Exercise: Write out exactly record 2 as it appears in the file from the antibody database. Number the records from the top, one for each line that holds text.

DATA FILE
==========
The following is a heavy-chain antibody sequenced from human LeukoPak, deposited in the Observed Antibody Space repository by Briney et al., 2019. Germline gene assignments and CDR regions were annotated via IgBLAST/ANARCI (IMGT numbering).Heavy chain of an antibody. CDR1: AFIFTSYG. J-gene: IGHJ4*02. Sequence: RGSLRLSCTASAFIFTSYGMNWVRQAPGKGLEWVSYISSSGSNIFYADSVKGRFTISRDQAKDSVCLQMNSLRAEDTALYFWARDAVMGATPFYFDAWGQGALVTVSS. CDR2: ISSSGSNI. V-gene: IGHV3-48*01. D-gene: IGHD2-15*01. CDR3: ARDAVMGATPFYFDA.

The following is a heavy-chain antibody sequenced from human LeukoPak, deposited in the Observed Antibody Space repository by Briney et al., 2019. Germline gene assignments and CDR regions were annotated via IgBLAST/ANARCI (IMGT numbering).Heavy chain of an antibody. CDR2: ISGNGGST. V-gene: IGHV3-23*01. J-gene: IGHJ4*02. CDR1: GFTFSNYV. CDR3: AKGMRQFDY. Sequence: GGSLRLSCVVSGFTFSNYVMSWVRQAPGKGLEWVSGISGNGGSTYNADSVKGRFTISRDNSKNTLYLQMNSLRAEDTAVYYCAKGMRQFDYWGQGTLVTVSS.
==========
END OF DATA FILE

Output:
The following is a heavy-chain antibody sequenced from human LeukoPak, deposited in the Observed Antibody Space repository by Briney et al., 2019. Germline gene assignments and CDR regions were annotated via IgBLAST/ANARCI (IMGT numbering).Heavy chain of an antibody. CDR2: ISGNGGST. V-gene: IGHV3-23*01. J-gene: IGHJ4*02. CDR1: GFTFSNYV. CDR3: AKGMRQFDY. Sequence: GGSLRLSCVVSGFTFSNYVMSWVRQAPGKGLEWVSGISGNGGSTYNADSVKGRFTISRDNSKNTLYLQMNSLRAEDTAVYYCAKGMRQFDYWGQGTLVTVSS.